Measured Risk – this is usually the determining factor in how we view our client’s portfolios. We take a snapshot of the stage of life you’re in and put together a plan that will suit your needs for the short and long term. Often times we get asked, “How do I know if a portfolio is appropriate for me?” Let’s take a look at what determines whether you are better suited for stocks or bonds.
Stocks – the dictionary describes stock as: the capital raised by a business or corporation through the issue and subscription of shares. When I think of stock, I think of growth. Owning stock, or fractional shares in a company, gives you the opportunity to participate in the benefits and growth that a company may experience. Good companies pay the owners dividends and the really good companies regularly increase their dividends. Owning a stock doesn’t guarantee it’s going to make money, as history has shown us, but one that generates dividends generally is a lower risk option than one that doesn’t.
When you evaluate whether you are more like a stock or a bond, it comes down to your goals, objectives, time horizons and quite frankly… risk tolerance. If you an investor that is ok to go on a roller coaster ride of highs and lows, then you can take comfort in investing in stocks. The stock market fluctuates frequently because investors have the ability to sell or buy stock at any time. Naturally, this will create movement in the market and overall price of a stock. Imagine what the housing market would look like if people could just click a button and sell their house? It would make for a very volatile market and a lot of uncertainty. Historically, owning stocks has been what’s contributed to the most growth in client portfolios. Having good portfolio managers pick the right stocks to own is the key to realizing that growth.
Bonds – inversely when I think of a bond, I think of stability. If you have ever gone to a bank, and asked for a loan then you will have a pretty good understanding of how a bond works. The bank loans you the money at a fixed rate (%) and you agree to pay the loan back to the bank over a set period of time along with interest. To put it simply, with bonds you’re the bank and you are lending your money out and getting back a fixed rate of interest/return on your money. When you buy a bond you are lending money to governments and corporations. By definition, a bond is an instrument of indebtedness of the bond issuer to the holders. Bonds are well suited for clients who are close to, or already in retirement.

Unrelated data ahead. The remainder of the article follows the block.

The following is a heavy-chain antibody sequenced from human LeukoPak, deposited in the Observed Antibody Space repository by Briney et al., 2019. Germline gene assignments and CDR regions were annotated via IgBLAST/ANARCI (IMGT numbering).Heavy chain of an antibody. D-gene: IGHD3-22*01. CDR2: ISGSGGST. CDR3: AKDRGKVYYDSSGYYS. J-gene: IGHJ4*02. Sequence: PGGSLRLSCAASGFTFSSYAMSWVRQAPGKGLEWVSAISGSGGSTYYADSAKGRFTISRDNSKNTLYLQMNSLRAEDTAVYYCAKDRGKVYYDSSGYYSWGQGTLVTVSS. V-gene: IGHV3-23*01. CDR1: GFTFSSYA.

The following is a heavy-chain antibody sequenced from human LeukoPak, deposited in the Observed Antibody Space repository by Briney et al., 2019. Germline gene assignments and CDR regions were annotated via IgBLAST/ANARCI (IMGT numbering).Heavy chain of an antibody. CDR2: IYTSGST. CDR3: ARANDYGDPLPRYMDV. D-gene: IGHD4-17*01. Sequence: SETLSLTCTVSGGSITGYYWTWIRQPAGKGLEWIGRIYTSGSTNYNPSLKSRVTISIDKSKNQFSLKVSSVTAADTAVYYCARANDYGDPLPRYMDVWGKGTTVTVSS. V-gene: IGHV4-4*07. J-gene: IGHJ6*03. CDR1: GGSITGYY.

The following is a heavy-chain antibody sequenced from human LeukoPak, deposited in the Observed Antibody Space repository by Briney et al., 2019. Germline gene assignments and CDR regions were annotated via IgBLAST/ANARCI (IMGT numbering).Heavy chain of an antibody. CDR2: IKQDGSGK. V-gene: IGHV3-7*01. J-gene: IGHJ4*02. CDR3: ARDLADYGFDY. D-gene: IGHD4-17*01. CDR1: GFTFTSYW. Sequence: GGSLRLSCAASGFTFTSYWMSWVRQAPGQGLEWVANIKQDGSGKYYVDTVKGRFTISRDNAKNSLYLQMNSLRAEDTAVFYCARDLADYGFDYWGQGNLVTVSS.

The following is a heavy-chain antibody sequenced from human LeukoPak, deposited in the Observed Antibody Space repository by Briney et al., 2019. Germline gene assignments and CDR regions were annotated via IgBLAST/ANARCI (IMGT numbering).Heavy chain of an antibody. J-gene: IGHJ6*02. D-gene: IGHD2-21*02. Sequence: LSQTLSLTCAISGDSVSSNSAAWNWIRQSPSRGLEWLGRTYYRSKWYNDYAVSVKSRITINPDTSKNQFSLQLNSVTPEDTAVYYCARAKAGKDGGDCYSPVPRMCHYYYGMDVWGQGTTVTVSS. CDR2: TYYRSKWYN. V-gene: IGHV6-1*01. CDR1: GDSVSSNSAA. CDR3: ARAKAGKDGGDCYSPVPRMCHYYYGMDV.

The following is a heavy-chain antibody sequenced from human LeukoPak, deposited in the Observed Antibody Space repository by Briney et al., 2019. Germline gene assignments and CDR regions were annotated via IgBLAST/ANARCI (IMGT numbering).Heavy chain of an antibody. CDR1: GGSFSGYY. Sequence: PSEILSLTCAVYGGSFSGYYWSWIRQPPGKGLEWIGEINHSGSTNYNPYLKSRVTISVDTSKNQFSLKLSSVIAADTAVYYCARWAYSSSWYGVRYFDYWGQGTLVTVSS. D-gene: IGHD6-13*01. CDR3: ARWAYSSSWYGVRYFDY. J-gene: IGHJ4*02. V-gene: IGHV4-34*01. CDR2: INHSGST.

A rule of thumb, is that the percentage of bonds you have in your portfolio, should replicate your age. The logic being, that your portfolio should be more conservative the older you get to preserve your investment. Bonds are generally predictable and actually work contrary to interest rates. When bond prices are high, interest rates are low and vice versa. If you are a conservative investor then bonds just might be the right fit for you. Portfolio managers are still able to see value and yield for their investors through prudent money management.
To conclude, it comes down to measured risk. How are you willing to invest your portfolio, based on your goals, aspirations and more importantly…risk? There is no correct answer on what path to take; it all comes down to how you get there. Working with a team of Financial Advisors and Portfolio Managers will give you the freedom to do what you enjoy and the give you the peace of mind knowing that your stocks and bonds are looked after.
If you have any questions on how these changes may affect your financial future, do not hesitate to contact us!